Len attended The Polytechnic Institute of Brooklyn (now the engineering school of NYU) where he studied the Nuclear Engineering option in the Chemical Engineering program. He was the first in his family to attend college. He excelled in his years there, where he was awarded scholarships from the New York State Regents, the American Chicle Company and the Brooklyn Polytechnic Institute along with the American Institute of Chemists Award for Scholastic Achievement. He was also inducted into Tau Beta PI Engineering Honor Society,  Omega Xi Epsilon-Chemical Engineering Honor Society and graduated Cum Laude.
Yes, Len is a technical guy.  
Len came to grad school in the U of M Chemical Engineering Department where he was awarded Graduate Fellowships from the National Society Foundation and the U.S. Department of Interior.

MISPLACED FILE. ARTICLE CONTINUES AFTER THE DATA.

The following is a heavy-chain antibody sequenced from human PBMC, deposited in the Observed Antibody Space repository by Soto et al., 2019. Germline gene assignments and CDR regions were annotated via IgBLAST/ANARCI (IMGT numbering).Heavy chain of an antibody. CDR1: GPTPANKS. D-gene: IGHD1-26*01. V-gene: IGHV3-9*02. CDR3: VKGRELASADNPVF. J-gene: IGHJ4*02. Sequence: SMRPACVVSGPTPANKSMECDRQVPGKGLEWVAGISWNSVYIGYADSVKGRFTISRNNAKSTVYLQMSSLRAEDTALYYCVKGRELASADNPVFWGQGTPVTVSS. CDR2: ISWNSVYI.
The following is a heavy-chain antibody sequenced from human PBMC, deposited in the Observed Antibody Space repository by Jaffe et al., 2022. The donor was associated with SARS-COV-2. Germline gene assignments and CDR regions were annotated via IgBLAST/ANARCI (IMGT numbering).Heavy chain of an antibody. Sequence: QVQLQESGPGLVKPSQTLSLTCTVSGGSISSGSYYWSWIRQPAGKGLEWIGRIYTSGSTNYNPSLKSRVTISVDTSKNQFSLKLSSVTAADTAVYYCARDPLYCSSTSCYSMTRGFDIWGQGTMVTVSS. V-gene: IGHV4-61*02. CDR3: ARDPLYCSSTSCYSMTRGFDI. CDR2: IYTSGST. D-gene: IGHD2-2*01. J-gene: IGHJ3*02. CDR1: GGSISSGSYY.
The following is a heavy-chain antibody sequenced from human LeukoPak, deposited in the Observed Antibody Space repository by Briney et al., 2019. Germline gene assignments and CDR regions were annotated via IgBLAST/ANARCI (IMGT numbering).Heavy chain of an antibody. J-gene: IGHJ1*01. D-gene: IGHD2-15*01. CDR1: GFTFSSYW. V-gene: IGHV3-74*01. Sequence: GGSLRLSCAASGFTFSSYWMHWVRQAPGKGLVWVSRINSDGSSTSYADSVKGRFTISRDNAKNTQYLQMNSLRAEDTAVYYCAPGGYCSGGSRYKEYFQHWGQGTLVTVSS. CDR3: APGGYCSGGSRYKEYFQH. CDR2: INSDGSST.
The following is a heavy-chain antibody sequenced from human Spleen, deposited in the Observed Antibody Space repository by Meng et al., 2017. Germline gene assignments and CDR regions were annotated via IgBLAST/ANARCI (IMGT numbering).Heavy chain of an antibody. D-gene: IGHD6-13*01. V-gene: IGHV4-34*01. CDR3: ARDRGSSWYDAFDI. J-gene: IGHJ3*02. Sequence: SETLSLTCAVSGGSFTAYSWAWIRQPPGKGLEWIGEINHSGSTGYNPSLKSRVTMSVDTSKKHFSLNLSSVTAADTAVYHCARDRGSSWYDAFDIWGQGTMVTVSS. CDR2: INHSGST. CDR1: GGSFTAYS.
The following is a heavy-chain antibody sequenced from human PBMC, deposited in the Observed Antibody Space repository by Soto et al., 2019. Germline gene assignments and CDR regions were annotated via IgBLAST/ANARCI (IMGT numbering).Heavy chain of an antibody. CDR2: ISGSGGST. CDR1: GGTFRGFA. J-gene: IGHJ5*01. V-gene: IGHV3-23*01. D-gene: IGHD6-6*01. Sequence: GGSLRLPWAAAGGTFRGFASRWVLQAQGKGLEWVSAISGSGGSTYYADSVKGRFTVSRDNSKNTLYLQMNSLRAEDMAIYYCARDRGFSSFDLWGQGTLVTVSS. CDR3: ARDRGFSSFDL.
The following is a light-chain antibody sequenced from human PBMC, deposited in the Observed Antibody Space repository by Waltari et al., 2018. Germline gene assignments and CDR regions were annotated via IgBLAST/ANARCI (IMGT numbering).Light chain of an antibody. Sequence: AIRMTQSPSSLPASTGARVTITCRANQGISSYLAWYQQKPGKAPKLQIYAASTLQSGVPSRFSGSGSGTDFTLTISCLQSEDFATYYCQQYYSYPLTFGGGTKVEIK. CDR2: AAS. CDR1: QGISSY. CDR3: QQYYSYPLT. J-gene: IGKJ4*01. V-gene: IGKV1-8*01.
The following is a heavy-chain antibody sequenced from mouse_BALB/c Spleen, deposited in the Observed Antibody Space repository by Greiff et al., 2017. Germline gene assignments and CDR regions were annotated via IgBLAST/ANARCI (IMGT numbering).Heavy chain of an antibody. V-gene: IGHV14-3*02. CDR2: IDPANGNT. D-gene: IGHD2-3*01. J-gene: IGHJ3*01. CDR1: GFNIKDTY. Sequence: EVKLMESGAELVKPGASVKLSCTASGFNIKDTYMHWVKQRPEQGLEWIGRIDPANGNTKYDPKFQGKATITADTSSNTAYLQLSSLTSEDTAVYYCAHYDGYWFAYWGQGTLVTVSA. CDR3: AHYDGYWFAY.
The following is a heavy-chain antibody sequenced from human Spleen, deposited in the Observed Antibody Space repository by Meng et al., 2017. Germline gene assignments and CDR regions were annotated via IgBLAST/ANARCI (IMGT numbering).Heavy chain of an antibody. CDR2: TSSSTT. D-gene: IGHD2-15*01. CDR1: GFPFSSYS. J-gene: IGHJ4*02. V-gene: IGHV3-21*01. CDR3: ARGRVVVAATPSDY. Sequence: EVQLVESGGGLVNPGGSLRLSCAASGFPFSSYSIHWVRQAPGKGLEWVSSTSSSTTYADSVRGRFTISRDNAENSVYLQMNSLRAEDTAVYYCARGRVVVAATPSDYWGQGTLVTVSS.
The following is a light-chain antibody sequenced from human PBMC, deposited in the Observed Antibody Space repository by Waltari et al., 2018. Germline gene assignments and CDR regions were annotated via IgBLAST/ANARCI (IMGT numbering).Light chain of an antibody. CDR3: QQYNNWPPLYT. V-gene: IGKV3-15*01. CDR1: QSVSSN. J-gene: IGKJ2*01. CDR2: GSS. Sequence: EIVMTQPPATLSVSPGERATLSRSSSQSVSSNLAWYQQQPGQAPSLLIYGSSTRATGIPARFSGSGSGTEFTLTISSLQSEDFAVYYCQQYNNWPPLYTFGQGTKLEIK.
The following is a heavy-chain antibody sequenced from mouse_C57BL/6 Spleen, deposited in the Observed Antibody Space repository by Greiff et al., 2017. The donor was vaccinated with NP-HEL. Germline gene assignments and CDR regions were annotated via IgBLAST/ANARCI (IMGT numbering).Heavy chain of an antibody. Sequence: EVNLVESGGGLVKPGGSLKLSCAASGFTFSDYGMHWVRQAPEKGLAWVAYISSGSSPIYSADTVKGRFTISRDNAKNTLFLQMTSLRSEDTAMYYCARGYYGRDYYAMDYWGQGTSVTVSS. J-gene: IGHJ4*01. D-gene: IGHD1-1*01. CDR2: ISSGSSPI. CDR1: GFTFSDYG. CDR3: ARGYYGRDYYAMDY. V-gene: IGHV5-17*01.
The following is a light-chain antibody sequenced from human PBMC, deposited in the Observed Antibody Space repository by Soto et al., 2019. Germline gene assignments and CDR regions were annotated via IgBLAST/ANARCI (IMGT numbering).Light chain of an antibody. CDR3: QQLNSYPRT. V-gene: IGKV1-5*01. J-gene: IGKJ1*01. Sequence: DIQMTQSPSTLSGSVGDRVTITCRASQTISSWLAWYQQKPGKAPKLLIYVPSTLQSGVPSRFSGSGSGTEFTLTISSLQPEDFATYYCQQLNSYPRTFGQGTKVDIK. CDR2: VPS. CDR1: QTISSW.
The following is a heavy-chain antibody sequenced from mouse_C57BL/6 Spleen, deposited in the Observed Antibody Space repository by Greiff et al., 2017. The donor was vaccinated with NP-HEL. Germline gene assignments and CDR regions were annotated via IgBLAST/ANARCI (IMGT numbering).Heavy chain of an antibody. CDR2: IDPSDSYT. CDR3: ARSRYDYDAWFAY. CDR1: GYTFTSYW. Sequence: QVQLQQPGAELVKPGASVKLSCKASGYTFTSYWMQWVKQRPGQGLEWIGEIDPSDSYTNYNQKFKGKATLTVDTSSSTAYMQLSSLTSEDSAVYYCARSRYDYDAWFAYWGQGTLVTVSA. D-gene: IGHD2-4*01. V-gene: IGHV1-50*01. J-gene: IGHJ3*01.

Along the way, Len joined ROTC where he was Second Lieutenant in the Corps of Engineers. He excelled there as well as a member of the National Military Honor Society, named a Distinguished Military Student, and served as Treasurer and President of the Student Chapter, Society of American Military Engineers.
He graduated from U of M with a Master of Science in Chemical Engineering and was well along as a PhD candidate when Uncle Sam called him to Ft. Belvoir, Virginia.   There he taught computer programming to officers including officers from our allies and Len soon made friends with officers from the UK, Israel, and South Vietnam, among others.